4. What is the name of this athlete? 

McKayla Maroney (aka "that cute one"), which I not only knew but could spell, having taken note of her parents’ non-use of the more common Michaela. As the world saw during the recent Summer Games, her vault skills are both amazing and clutch, which I can say with the expertise of someone who spends about six minutes every four years thinking about the vault.

My opponent and I each gave this one the 0 and knew it, and leaguewide it was defensed the easiest at 0.9, yet only 52% of players got it right.

5. Most commonly, the chemical hydrolyzation process called saponification is used in the production of what?

I pulled this one out of thin air. Once again my AP Chem failed me, as I don’t know what hydrolyzation is, or whether it is the same thing as hydrolysis, or for that matter what hydrolysis is (and I am only fairly certain it exists). All I knew on this one was that savon is the French word for soap. Since I figured there was some chemical process involved in making soap, and because I had no other guess, I went with soap and was shocked that it was correct. But I defensed it wrong, giving it a 1 because my opponent was good in science, only to have him miss it.

6. On December 8, 2004, during a performance by the heavy metal band Damageplan in Columbus, Ohio, guitarist Dimebag Darrell was shot and killed by an audience member while on stage. Darrell was a founding member of what other band, with whom he first achieved fame?

Much like during a previous season, when I was able to identify both the Michael Jackson song Scream from an audio clip, and the preposterously named album on which it appeared, I was more embarrassed than proud to get this one. Dimebag Darrell played in Pantera, which I learned from the coverage of his hedonistic life and unfortunate death on the Howard Stern show. I’m not too proud of the time I spend on that either but its redeeming facets justify the more base segments, which I don’t even listen to.

I got 4 questions correct to my opponent’s 3, but as I have already boasted, my inferior defense let him catch up and earn a tie.


Bruce Wrighte said...

Regarding Q. 3: Now you see, that's what you get for playing poker with non-smoking cats.

Ben said...

Correct; at the enormous poker room at the Horseshoe in Hammond, Ind., mandatorily so.

George Tolley said...

Very nice write-up of our match. I enjoyed it immensely.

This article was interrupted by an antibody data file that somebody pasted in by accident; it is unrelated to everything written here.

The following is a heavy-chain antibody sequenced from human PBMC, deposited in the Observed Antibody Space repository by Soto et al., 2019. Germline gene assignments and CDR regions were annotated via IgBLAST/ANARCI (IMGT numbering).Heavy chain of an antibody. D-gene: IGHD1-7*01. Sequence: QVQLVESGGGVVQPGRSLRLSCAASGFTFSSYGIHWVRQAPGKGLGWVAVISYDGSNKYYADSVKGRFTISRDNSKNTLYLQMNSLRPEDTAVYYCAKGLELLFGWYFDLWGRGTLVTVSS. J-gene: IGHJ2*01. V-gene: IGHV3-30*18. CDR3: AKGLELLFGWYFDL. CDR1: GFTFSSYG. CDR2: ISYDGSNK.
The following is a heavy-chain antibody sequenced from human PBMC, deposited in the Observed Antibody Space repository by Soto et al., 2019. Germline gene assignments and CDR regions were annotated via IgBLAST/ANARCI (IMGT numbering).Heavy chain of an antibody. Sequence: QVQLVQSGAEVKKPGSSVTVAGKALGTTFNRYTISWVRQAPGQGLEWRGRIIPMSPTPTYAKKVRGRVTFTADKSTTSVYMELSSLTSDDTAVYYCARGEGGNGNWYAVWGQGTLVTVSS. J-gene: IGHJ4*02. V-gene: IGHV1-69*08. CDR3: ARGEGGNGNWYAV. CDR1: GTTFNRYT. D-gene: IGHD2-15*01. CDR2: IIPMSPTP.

Q1. For myself, I also was unfamiliar with the word "cordillera," and so immediately ruled out "mountains" as a possible correct answer. However, the "chain" element of the question didn't lend itself to my other guess, "fault lines," and so I went with "volcanoes," which the Commissioner allowed (and which subsequent research has shown are present in multiple cordilleras -- who knew?).

Q2. Rebel Without A Cause was my guess. East of Eden was the answer to the question, "What James Dean movie could I not name on Monday morning even with a gun to my head?" Film is your strongest subject, so 1 point here.

Q3. Sometimes you just know the answer. "Dogs playing poker" was an example of that phenomenon. No hesitation, but enough of a YEKIOYD that I scored it as a 2-pointer.

Q4. Growing up, my mother made me watch gymnastics and figure skating on ABC's Wide World of Sports, and now I'm a fan of both. As you say, this was a gimme, but it was the internet meme that led me to score it zero.

Q5. I blindly guessed chocolate; the long word looked oddly familiar to me but staring at it did not make its meaning any more clear. Soap never crossed my mind; for whatever reason, I focused on foodstuffs. I gave 3 points since Science is not a strong suit of yours.

Q6. You are very strong in Pop Music, and this musician whom I'd never heard of was my other choice for a zero.

A 5(4) - 5(3) tie. Christmas, indeed.

Good luck with the rest of the season.

Orange said...

It will sadden you to learn that "Makayla" is the most common spelling of the name, and it's far more popular in recent years than the traditional "Michaela" spelling ever was.

Ben said...